One of the most provocative observations from a Federal Reserve Bank came our way earlier this week from Richmond. Often curmudgeonly, the Bank issued a note we analyzed on Thursday which essentially says that central banks should be very, very scarce with discount-window advances and confine these to the seasonal liquidity shortages cited in the 19th century by Bagehot that became the foundation of modern central banking. If the Richmond Fed is Ebenezer Scrooge, the New York Fed is Santa Claus – its president has consistently suggested that Reserve Banks should not only be forthcoming lenders of last resort (LOLR), but also even market-makers at the end of the road for financial institutions that come up short, be they banks or not. This might seem an academic issue fought out in competing Reserve Bank briefs, but it’s on the front line next week when Senate Banking sits down to start a fundamental discussion of what the Fed should do, when it should do it, and behind whom the central bank should stand.
The Richmond paper uses a 1985 incident to make a point that is very, very timely in 2015, as it well knew when it released the brief a week before the mark-up. At issue is the inability in 1985 of the Bank of New York to handle an operational break-down, forcing the Fed to fork over the then-unprecedented sum of $22.6 billion in discount-window support. The paper argues, as Chairman Volcker and New York Fed President Corrigan did at the time, that this case was far afield from the Bagehot-defined liquidity shortages at solvent banks necessitated by monetary-policy objectives.
In essence – my words, not theirs – the FRB’s LOLR backstop covered up a glaring failure by the bank to spend shareholder money to shore up its systems. Absent the aid, the bank would have been forced to face more than a few irate customers sure to take their business elsewhere. But, whether this would have harmed anyone other than BNY is far from clear.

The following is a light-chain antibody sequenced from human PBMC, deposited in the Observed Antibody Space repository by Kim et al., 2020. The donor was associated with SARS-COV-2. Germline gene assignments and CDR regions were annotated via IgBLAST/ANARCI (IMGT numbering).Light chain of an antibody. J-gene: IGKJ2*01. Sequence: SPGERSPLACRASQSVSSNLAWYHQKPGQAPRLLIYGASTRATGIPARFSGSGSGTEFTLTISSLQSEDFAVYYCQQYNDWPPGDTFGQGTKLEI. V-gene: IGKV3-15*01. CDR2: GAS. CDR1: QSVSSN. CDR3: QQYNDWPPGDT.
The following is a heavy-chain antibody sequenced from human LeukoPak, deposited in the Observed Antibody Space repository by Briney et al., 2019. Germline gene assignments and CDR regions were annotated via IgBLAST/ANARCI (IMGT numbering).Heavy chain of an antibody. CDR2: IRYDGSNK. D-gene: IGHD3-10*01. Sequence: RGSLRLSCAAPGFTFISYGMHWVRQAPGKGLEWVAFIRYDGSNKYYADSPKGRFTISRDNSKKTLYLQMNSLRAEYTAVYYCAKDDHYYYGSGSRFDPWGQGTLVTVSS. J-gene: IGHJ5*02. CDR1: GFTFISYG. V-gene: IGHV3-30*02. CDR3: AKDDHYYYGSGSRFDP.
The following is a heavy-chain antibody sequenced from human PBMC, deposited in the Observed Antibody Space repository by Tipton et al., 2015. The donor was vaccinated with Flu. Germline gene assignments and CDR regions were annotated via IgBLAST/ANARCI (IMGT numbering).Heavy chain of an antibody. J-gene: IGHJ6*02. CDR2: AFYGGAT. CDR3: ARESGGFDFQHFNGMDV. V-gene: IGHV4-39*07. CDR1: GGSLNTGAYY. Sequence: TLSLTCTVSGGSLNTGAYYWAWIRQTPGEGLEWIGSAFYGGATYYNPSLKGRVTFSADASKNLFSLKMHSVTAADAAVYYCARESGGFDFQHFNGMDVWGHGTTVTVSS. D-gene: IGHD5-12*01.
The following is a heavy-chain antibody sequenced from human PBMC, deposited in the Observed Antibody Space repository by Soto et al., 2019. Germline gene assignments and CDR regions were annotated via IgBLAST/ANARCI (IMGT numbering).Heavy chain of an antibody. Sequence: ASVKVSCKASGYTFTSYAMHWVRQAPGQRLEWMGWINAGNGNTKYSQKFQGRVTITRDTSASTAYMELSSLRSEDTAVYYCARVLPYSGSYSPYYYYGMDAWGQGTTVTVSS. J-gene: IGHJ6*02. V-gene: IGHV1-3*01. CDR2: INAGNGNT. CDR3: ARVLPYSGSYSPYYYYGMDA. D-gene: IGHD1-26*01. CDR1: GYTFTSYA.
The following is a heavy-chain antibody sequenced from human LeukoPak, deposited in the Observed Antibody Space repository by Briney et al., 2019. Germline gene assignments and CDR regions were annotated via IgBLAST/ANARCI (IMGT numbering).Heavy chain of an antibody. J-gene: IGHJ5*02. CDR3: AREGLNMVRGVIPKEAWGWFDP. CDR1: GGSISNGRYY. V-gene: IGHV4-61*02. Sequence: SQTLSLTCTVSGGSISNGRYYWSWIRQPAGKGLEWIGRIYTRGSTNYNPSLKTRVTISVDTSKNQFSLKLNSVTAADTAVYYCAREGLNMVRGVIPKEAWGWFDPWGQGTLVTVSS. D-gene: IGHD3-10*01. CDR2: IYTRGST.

This leads the Richmond Fed to argue that central banks should never provide LOLR support for operational failures. I would, though, contrast the 1985 operational lapse to another – unmentioned by Richmond – that forced the FRB to provide over $83 billion in emergency liquidity. Bank of New York was at the heart of this rescue too, but this time it wasn’t totally its fault – the cause was September 11, 2001.
Had the bank put in place better contingency operations and recovery backstops, the damage might not have been so grievous, at least to the payment system, but it didn’t nor did anyone else. The threat was unanticipated and the macroeconomic danger so acute after the attack that the Fed’s intervention was unquestioned — even, I would guess, by the Reserve Bank of Richmond.
So, some operational lapses should be supported by the LOLR and others not. This I get, but which is which? One could argue this –indeed, Senate Banking surely will. However, there’s one critical issue illuminated by the confluence of Richmond’s paper and the 2010 flash-crash anniversary that is indisputable: operational risk is not only more acute since the crisis, but much of it is moving outside the banking system.
See, as a case in point, high-frequency trading and the analysis we provided last week on what bank regulators fear and how little they can do about it. See also our new white paper, in which we lay out growing operational risk as one unintended, perverse result of the new regulatory framework – when risks move outside regulated institutions, they by definition increase in part because there is no LOLR backstop.
Hence the Federal Reserve Bank of New York’s solution: the market-maker of last resort. But, as many at the central bank even outside the Richmond Bank readily acknowledge, this would create awesome opportunities for regulatory arbitrage born of a new class of financial players with an iron-clad backstop from a taxpayer-supported central bank. Given all the constraints on banks, trading and market-making would fly to this new comfy corner unless or until a framework of prudential and resolution standards governs all activities that pose systemic operational risk, not just those housed in banks. Mr. Bagehot, call your office!